Indexed on: 07 Aug '14Published on: 07 Aug '14Published in: Cytogenetic and genome research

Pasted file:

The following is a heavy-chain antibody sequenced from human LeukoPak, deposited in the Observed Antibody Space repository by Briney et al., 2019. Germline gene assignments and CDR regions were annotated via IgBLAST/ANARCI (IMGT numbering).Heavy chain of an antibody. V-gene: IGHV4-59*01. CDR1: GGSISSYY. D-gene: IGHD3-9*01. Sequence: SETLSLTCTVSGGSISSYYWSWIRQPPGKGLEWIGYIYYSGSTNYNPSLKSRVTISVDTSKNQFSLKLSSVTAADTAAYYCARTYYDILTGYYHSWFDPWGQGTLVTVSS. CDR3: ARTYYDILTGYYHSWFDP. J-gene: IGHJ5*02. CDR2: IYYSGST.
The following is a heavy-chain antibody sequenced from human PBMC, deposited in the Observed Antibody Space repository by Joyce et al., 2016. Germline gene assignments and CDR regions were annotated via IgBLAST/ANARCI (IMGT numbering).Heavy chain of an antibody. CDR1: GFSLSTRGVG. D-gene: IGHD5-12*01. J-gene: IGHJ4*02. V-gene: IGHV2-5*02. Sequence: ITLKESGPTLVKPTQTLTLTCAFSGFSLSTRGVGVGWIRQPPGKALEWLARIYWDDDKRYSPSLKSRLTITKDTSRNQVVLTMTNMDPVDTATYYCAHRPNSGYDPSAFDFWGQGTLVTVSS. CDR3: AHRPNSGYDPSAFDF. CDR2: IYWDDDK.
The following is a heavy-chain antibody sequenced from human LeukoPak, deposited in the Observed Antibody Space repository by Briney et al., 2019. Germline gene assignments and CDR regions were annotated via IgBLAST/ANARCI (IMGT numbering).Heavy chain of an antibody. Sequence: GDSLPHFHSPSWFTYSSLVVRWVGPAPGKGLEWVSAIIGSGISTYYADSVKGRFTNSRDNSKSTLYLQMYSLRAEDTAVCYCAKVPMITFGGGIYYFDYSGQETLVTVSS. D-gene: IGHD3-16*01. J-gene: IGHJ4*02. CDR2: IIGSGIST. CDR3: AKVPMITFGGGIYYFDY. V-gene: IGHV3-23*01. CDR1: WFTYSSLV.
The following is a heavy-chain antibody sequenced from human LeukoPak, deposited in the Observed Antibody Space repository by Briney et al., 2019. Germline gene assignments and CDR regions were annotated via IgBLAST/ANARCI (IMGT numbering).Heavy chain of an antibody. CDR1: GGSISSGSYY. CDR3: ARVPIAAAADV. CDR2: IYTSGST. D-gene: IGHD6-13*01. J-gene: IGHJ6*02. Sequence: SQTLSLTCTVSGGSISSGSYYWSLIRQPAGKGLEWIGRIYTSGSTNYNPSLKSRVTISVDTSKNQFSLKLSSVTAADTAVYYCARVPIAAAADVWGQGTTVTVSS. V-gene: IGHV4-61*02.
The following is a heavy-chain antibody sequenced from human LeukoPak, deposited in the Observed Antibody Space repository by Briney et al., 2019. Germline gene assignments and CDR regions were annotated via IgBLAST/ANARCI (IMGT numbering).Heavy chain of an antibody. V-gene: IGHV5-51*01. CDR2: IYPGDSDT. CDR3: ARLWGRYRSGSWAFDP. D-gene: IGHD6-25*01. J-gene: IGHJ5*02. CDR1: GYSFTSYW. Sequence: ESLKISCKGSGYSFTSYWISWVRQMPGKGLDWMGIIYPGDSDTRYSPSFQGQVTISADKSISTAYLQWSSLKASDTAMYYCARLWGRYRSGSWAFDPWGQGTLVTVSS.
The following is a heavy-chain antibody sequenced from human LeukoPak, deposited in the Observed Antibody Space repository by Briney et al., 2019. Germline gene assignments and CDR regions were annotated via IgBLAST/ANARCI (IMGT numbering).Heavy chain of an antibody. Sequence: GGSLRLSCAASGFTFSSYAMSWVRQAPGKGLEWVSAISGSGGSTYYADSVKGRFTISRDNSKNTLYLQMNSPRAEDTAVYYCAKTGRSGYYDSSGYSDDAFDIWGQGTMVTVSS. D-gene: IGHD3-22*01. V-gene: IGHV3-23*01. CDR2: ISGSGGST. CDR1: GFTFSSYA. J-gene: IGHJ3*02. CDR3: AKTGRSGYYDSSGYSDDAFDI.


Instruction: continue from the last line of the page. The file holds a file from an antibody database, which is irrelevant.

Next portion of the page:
Chromosome structure is important for many meiotic processes. Here, we outline 3 main determinants of chromosome structure and their effects on meiotic processes in plants. Cohesins are necessary to hold sister chromatids together until the first meiotic division, ensuring that homologous chromosomes and not sister chromatids separate during anaphase I. During meiosis in maize, Arabidopsis, and rice, cohesins are needed for establishing early prophase chromosome structure and recombination and for aligning bivalents at the metaphase plate. Condensin complexes play pivotal roles in controlling the packaging of chromatin into chromosomes through chromatin compaction and chromosome individualization. In animals and fungi, these complexes establish a meiotic chromosome structure that allows for proper recombination, pairing, and synapsis of homologous chromosomes. In plants, information on the role of condensins in meiosis is limited, but they are known to be required for successful completion of reproductive development. Therefore, we speculate that they play roles similar to animal and fungal condensins during meiosis. Plants generally have large and complex genomes due to frequent polyploidy events, and likely, condensins and cohesins organize chromosomes in such a way as to ensure genome stability. Hexaploid wheat has evolved a unique mechanism using a Ph1 locus-controlled chromosome organization to ensure proper chromosome pairing in meiosis. Altogether, studies on meiotic chromosome structure indicate that chromosome organization is not only important for chromatin packaging but also fulfills specific functions in facilitating chromosome interactions during meiosis, including pairing and recombination.